Something’s gotta give

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Something’s gotta give


Kim Yong-chol, North Korea’s chief negotiator at senior inter-Korea military talks in the truce village of Panmunjom in North Hwanghae in May 2007, opened his remarks with a joke about U.S. President George W. Bush. It went like this: The president was out jogging when he was almost hit by a car. A passing high school student saved him. In gratitude, Bush told the teenager that he would grant him a wish. The boy asked him not to tell anyone that he had saved Bush. The boy said his father would kill him. Kim chuckled at his own joke.

His South Korean counterpart Gen. Jeong Seung-jo smiled and said, “Well, compared to some countries where no one dares to speak up to the state leader, the United States must be truly a democratic state.”

Kim, a veteran negotiator who had been in charge of inter-Korean affairs since 1989, received an unexpected jab from his novice South Korean counterpart.

When he heard of Kim’s arrival in the South over the weekend, Jeong, now retired, recalled that time. “U.S. generals sent me letters at the time, thanking me for protecting their president on their behalf.”

Kim, presently a vice chairman of the ruling Central Committee of the Workers’ Party, has been a liaison officer since North Korea captured the USS Pueblo, a U.S. spy ship, in 1968. Having spearheaded inter-Korean affairs for nearly two decades, he is an excellent candidate to deliver messages between South Korean and North Korean leaders. But Kim is suspected of masterminding a series of deadly terrorist attacks: the torpedoing of the South Korean naval ship Cheonan, bombarding Yeonpyeong Island and planting mines along the inter-Korean border. He threatened to turn South Korea into a sea of fire by defying the armistice treaty. If Pyongyang was serious about a conciliatory relationship, why did it have to send such a controversial figure to a highly-public Olympics closing ceremony attended by U.S. President Donald Trump’s daughter?

We can only suspect the North is up to its old tricks of trying to stoke conflict among South Koreans. Unsurprisingly, the conservative opposition has vehemently condemned President Moon Jae-in for granting Kim’s visit as an “act of betrayal of soldiers by the chief military commander.” Pyongyang can also congratulate itself for testing international sanctions by insisting on sending Kim, who is blacklisted unilaterally by both Washington and Seoul, and undermining the alliance between South Korea and the United States. But such thinking only underscores how isolated and outdated Pyongyang is.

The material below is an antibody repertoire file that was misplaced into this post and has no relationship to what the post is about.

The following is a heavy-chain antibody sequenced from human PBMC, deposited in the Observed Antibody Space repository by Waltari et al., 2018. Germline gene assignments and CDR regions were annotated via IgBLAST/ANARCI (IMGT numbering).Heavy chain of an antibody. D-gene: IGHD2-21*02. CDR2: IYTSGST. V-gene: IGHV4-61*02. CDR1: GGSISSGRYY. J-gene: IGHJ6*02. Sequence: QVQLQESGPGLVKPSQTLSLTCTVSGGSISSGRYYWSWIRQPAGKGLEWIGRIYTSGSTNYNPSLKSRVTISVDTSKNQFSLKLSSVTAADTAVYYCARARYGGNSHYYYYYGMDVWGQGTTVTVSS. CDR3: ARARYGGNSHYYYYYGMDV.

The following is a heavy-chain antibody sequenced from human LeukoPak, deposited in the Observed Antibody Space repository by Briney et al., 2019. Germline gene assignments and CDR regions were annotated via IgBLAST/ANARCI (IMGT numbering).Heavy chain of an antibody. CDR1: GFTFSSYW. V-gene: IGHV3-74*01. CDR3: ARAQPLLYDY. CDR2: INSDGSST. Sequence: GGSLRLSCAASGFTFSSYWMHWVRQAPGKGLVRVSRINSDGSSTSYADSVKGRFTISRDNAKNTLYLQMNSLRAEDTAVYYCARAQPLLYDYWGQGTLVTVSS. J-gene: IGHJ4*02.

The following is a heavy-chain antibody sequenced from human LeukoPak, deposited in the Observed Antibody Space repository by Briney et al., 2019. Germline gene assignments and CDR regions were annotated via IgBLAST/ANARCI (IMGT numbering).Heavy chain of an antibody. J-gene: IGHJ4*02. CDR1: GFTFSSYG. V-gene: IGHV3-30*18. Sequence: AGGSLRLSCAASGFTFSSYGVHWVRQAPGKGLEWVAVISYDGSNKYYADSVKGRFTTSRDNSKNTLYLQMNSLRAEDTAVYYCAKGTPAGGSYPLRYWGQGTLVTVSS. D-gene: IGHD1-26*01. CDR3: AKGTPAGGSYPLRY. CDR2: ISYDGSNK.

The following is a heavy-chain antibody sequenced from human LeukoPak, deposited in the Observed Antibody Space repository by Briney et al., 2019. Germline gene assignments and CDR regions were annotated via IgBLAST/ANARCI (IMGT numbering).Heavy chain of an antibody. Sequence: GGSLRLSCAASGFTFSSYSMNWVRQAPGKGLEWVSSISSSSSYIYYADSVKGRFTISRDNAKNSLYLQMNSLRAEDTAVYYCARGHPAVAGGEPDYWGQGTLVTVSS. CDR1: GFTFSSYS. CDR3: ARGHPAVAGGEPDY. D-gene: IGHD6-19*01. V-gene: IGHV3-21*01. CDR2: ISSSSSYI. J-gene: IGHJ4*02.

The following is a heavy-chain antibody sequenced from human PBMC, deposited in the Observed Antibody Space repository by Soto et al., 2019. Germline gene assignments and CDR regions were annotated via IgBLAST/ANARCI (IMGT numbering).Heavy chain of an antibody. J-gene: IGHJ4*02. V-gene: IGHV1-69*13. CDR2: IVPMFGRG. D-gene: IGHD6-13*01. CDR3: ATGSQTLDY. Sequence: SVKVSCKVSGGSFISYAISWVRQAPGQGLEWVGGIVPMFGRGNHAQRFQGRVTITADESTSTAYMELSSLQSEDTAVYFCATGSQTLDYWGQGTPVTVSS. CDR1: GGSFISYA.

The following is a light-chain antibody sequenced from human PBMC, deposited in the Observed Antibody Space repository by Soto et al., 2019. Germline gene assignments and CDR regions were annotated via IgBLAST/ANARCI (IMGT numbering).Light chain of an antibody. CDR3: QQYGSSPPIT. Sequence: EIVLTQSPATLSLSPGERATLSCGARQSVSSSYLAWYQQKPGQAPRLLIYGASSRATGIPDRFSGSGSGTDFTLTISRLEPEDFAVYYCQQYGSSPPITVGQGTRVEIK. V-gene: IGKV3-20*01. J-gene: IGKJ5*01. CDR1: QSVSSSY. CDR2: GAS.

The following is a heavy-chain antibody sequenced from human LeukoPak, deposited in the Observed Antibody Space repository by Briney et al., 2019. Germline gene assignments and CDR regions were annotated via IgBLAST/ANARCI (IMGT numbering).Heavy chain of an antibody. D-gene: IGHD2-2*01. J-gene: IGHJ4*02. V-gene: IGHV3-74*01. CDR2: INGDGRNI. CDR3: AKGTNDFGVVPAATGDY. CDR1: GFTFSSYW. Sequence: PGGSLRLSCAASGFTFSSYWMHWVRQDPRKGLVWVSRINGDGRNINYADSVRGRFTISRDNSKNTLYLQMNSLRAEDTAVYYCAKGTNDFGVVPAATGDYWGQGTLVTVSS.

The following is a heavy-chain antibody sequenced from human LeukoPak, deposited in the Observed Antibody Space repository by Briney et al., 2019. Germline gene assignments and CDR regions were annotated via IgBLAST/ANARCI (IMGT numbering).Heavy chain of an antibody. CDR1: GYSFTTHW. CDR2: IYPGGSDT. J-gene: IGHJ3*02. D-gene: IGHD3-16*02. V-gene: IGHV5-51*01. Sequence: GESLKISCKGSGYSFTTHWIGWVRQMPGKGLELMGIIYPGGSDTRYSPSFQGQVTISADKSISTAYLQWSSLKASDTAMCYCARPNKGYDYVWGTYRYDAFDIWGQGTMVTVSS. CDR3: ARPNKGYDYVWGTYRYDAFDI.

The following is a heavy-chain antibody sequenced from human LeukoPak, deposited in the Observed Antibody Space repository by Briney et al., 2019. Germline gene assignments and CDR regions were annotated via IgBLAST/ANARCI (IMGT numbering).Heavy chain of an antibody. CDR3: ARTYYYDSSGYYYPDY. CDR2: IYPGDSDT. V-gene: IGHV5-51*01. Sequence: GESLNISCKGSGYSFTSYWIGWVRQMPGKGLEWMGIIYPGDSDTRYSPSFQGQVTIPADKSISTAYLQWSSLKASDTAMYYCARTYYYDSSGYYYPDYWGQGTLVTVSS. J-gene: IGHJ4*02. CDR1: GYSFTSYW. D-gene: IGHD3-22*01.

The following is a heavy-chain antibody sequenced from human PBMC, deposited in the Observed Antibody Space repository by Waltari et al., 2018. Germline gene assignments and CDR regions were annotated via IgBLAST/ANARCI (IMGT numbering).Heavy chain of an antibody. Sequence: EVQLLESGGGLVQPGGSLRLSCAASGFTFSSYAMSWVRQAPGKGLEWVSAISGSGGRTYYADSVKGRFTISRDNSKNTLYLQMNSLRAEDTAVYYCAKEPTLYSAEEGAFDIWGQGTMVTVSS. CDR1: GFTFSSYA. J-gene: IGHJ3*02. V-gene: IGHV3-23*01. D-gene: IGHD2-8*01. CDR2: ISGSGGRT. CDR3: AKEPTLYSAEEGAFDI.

As Gen. Jeong reminded Kim 11 years ago, there is no state on this globe other than North Korea where everything is decided by a single man. If North Korea continues in its ways, public opinion will disapprove of Moon approach. No president can go against public sentiment. North Korea should be aware that the South Korean community has the flexibility to correct its wrong decisions and find balance — as it cannot.

Moon has been working hard to solve the conundrum of encouraging détente in the inter-Korean relationship without undermining the alliance with the United States. Despite the obvious risk of annoying Washington, he invited North Korean delegates to the PyeongChang Olympics by breaking some international and unilateral sanctions and gave red-carpet treatment to Kim Yong-nam, nominal head of state of North Korea and Kim Yo-jong, sister of North Korean ruler Kim Jong-un. Seoul is rumored to be negotiating to scale down the spring Korea-U.S. combined military drills that were delayed during the Olympics and Paralympics period. Moon, as a result, has invited criticism from the opposition and risked losing conservative voters. He has taken such risks in order to prevent a war.

But the mood for dialogue cannot be sustained if Pyongyang thinks nuclear arms give it the license to insist on everything its own way. We will only understand Kim Yong-chol’s visit upon seeing a sincere message from Kim Jong-un. The situation will return to square one or even to the worst case scenario if Kim walks out of the Blue House after a ceremonial photo session.

At the end of the day, we must see a progressive attitude towards denuclearization from Pyongyang. It could propose a moratorium on its nuclear and missile development programs. State-run newspaper Rodong Sinmun said, “It would be better to wait for the sea to dry out if the world thinks the republic will surrender nuclear [weapons].” Such hard talk doesn’t help. The negotiator in charge of inter-Korean affairs at least should come to say that Pyongyang is open to dialogue on whatever issues Seoul and Washington lay out. Then the stage will be set for Pyongyang and Washington to talk and eventually pave the way for an inter-Korean summit.

The mood in Washington is ominous. Trump threatened additional action if last week’s heavy sanctions do not have an effect. He was indicating a military option. It is obvious the sanctions have taken a toll on North Korea. Why else would its leader send his younger sister, nominal head of state and chief of inter-Korean affairs, to the South? That is not enough. It must demonstrate clearly that it has changed its attitude and direction.

The Olympics have ended. When the Paralympics end in March, South Korea and the United States will go on with the military drills in April. Tensions may rise. We must not waste the peace momentum. The leaders of the two Koreas do not have the luxury of time.

JoongAng Ilbo, Feb. 26, Page 31

*The author is the chief editor of the JoongAng Ilbo.

Lee Ha-kyung
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